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TradingView Strategies

The 'Inputs' Guide

GCODE Intelligence

This parameter controls the depth of analysis for the trading bot. Higher values indicate more thorough analysis.

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Leverage Settings

Backtesting a TradingView Strategy with leverage can provide more accurate results for several reasons:

  1. Realistic Risk Management Simulation: Many traders use leverage to amplify their positions, which significantly impacts risk management. Backtesting with leverage allows you to simulate the actual risk exposure you would face when trading live.

  2. Assessing Profit Potential: Leveraged positions have the potential to generate higher profits, but they also come with increased risk. Backtesting with leverage enables you to evaluate both the profit potential and the associated risks of your strategy more realistically.

  3. Testing Risk-Adjusted Returns: By incorporating leverage into your backtesting, you can assess the risk-adjusted returns of your strategy. This means evaluating the returns relative to the level of risk taken, which is crucial for determining the strategy's overall effectiveness.


Backtesting with leverage provides a more comprehensive assessment of your trading strategy's performance, allowing you to make better-informed decisions when trading with real money. However, it's essential to use leverage responsibly and understand the associated risks before implementing it in live trading.

Allow Swing Trading

Enabling a TradingView Strategy to switch from a long position to a short position (or vice versa) before a take profit or stop loss is hit is known as allowing the strategy to "swing" positions. Here are the benefits and potential drawbacks of choosing this style of trading:



  1. Flexibility: Swinging positions allows the strategy to adapt to changing market conditions. It provides flexibility to capture opportunities on both sides of the market, whether bullish or bearish trends are prevalent.

  2. Maximising Profits: By swinging positions, the strategy can potentially capture additional gains if the market reverses direction before the initial take profit or stop loss level is reached. This can result in higher overall profitability compared to sticking with a single directional bias.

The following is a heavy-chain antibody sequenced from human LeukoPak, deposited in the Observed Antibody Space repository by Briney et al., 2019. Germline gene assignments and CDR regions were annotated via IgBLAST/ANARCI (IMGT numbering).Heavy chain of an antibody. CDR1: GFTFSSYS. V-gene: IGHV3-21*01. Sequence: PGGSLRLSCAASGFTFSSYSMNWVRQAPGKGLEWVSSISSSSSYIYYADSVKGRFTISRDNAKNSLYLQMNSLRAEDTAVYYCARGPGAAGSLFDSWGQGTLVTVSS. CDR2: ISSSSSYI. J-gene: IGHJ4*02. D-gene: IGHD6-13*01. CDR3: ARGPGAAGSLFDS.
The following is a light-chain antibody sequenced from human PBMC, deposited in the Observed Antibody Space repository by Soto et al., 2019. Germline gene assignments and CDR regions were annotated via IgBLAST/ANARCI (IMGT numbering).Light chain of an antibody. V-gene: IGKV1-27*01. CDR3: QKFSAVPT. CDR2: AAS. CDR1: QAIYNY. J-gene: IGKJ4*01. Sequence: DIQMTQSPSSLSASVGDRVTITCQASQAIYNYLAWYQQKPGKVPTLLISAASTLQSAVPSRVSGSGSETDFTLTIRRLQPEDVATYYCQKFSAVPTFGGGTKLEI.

3. Reducing Losses: Similarly, swinging positions can help minimise losses if the market moves against the initial position. By quickly switching to the opposite direction, the strategy may avoid larger losses that would occur if waiting for the original stop loss to trigger.

  4. Adaptive to Volatility: Swinging positions allows the strategy to respond to increased volatility or sudden price movements more effectively. It can help prevent being caught on the wrong side of a rapidly changing market.


  1. Increased Complexity: Swinging positions adds complexity to the trading strategy. It requires more sophisticated logic and potentially introduces more parameters to optimise, which could make the strategy harder to understand and manage.

  2. Whipsawing: Rapidly switching between long and short positions in response to short-term price movements can result in frequent whipsawing, where the strategy incurs losses due to false signals or market noise. This can lead to decreased overall performance and increased transaction costs. [Refer to Sensitivity Input and Confirmation Bias]

  3. Overtrading: Swinging positions too frequently may lead to overtrading, where the strategy generates excessive trade signals without providing meaningful gains. This can result in lower profitability and increased stress on the trader.

  4. Slippage and Execution Issues: Swinging positions may result in slippage and execution issues, particularly in fast-moving markets or during periods of low liquidity. This can impact the realised profits and losses compared to the theoretical performance of the strategy.

In summary, while swinging positions in a strategy offers flexibility and potential advantages in capturing market reversals, it also introduces complexities and risks that traders need to carefully consider. It's essential to thoroughly backtest and validate the strategy's performance before deploying it in live trading and to monitor its behaviour closely to mitigate potential drawbacks.

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